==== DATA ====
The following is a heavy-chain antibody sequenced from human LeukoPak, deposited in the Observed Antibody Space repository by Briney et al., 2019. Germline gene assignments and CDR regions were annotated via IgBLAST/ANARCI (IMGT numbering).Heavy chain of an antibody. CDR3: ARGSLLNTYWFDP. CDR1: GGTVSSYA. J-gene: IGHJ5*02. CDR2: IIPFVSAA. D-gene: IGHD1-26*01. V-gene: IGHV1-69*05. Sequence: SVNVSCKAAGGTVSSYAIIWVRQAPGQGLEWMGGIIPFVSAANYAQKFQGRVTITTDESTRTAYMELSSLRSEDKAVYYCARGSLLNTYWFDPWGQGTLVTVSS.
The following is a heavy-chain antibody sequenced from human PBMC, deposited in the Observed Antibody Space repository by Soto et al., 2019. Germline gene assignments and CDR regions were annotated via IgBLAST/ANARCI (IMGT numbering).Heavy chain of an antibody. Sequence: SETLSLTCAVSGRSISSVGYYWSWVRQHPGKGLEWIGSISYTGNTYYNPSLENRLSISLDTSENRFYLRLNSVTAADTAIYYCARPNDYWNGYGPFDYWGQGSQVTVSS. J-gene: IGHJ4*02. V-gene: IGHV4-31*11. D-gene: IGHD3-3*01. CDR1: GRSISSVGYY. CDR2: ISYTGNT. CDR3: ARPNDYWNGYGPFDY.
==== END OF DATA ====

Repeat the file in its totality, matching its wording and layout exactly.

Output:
The following is a heavy-chain antibody sequenced from human LeukoPak, deposited in the Observed Antibody Space repository by Briney et al., 2019. Germline gene assignments and CDR regions were annotated via IgBLAST/ANARCI (IMGT numbering).Heavy chain of an antibody. CDR3: ARGSLLNTYWFDP. CDR1: GGTVSSYA. J-gene: IGHJ5*02. CDR2: IIPFVSAA. D-gene: IGHD1-26*01. V-gene: IGHV1-69*05. Sequence: SVNVSCKAAGGTVSSYAIIWVRQAPGQGLEWMGGIIPFVSAANYAQKFQGRVTITTDESTRTAYMELSSLRSEDKAVYYCARGSLLNTYWFDPWGQGTLVTVSS.
The following is a heavy-chain antibody sequenced from human PBMC, deposited in the Observed Antibody Space repository by Soto et al., 2019. Germline gene assignments and CDR regions were annotated via IgBLAST/ANARCI (IMGT numbering).Heavy chain of an antibody. Sequence: SETLSLTCAVSGRSISSVGYYWSWVRQHPGKGLEWIGSISYTGNTYYNPSLENRLSISLDTSENRFYLRLNSVTAADTAIYYCARPNDYWNGYGPFDYWGQGSQVTVSS. J-gene: IGHJ4*02. V-gene: IGHV4-31*11. D-gene: IGHD3-3*01. CDR1: GRSISSVGYY. CDR2: ISYTGNT. CDR3: ARPNDYWNGYGPFDY.